calling all Percheron owners or even draft owners! - Page 2 - The Horse Forum

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post #11 of 18 Old 02-01-2009, 10:32 PM
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Nope, he jumped just a tad bit when Dad threw the saddle up there the first time, but never tried to buck or bolt. The hardest time I have is keeping him going when he gets tired. LOL.

Always remember that feeling of looking at a big, open country over the ears of a good horse, seeing a new trail unwind ahead of you, and that ever-spectacular view from the top of the ridge!!! Follow my training blog: http://robertsontraining.blogspot.com/
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post #12 of 18 Old 08-16-2009, 09:03 PM
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I agree with Solon. Groundwork is very important but ground work is more than leading the horse around. It is teaching it to stand without pushing on you, teaching it to back, to yield the hindquarters and to move the shoulder over for you too. If you do a lot of groundwork the horse will be that much better when you get on it. You use the same methods for a draft type that youwould use for any other horse. It is so nice seeing them shape up and turn into a horse that knows how to turn with little more than a light touch. Be patient and you will have a great horse.

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post #13 of 18 Old 08-19-2009, 01:37 PM
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Draft horses

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Originally Posted by smrobs View Post
Nope, he jumped just a tad bit when Dad threw the saddle up there the first time, but never tried to buck or bolt. The hardest time I have is keeping him going when he gets tired. LOL.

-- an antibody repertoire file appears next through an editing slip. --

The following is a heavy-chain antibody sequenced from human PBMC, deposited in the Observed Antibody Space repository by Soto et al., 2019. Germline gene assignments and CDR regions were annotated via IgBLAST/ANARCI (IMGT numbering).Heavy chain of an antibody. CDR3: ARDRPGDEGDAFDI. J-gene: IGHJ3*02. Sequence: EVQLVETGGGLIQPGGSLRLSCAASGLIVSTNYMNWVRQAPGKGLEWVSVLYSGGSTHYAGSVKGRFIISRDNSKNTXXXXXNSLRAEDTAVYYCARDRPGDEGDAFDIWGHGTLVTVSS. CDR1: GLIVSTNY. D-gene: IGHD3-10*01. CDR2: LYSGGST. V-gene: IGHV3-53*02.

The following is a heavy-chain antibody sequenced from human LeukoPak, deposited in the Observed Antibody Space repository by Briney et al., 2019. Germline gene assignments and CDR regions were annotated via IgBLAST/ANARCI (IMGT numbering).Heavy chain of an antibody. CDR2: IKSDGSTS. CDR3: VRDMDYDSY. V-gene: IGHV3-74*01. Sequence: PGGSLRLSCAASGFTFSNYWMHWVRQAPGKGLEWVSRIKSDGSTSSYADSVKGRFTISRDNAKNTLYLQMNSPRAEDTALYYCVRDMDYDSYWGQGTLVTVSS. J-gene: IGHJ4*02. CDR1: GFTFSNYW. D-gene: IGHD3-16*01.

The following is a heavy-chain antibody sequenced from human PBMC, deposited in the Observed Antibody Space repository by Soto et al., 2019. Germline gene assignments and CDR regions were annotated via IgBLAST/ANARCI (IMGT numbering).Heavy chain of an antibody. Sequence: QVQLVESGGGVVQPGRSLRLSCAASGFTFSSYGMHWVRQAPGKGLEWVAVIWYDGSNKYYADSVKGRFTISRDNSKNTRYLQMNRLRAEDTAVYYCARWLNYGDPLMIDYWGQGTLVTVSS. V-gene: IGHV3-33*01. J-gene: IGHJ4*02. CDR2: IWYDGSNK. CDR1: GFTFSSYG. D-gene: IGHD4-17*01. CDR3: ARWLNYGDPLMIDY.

I know just what you mean. My legs get a good workout at keeping Duke going lol
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post #14 of 18 Old 08-19-2009, 06:04 PM
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The last time that I rode him, I finally got the nerve up to put my spurs on. It is amazing, where he was sluggish to any hardness of leg cues before, I only had to brush him with a spur and he would respond wonderfully. Unfortunately, I have not ridden him since about February as he grew wider and my saddle fits about as well as a 34" bra on a whale. LOL. A new saddle is not in my budget at this time but fortunately, his training will wait.

Always remember that feeling of looking at a big, open country over the ears of a good horse, seeing a new trail unwind ahead of you, and that ever-spectacular view from the top of the ridge!!! Follow my training blog: http://robertsontraining.blogspot.com/
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post #15 of 18 Old 08-20-2009, 09:50 AM
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Yours too! My perch cross gelding turned 5 in June and suddenly my extra wide saddle is leaving white marks on him so I can't ride until I get it refitted...... I was hoping he was done!

Dana
Riverside, CA
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post #16 of 18 Old 08-20-2009, 03:31 PM
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one of the biggest differences to remember is that if the horse is used to be working in a harness..its also used to working in blinders. Useing a riding bridle with not blinders opens up a whole new world for them.
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post #17 of 18 Old 08-23-2009, 09:44 AM
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It depends more on the individual. My guy picks up on new training like a dream. He actually responds better to voice aids on the lunge line than my 10 year old Thoroughbred, and my big guy is only 5. Most drafts I've met are extremely patient and quiet, and intelligent to boot. I think they're a lot easier to work with temperament-wise because they're so mellow. Norman never bucked or reared or freaked out when he was just starting to ride. You just have to be careful because a lot of them don't realize how strong they are and you need to instill manners in them from day one.

"A musician must make music, an artist must paint, a poet must write, if he is ultimately to be at peace with himself.
What a man can be, he must be.
" Abraham Maslow, 1968
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post #18 of 18 Old 08-25-2009, 02:48 PM
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Also, don't forget he's still a baby, even if he's twice the size of a regular horse. I forget that sometimes, when he's being spooky or a brat they are still very young mentally.
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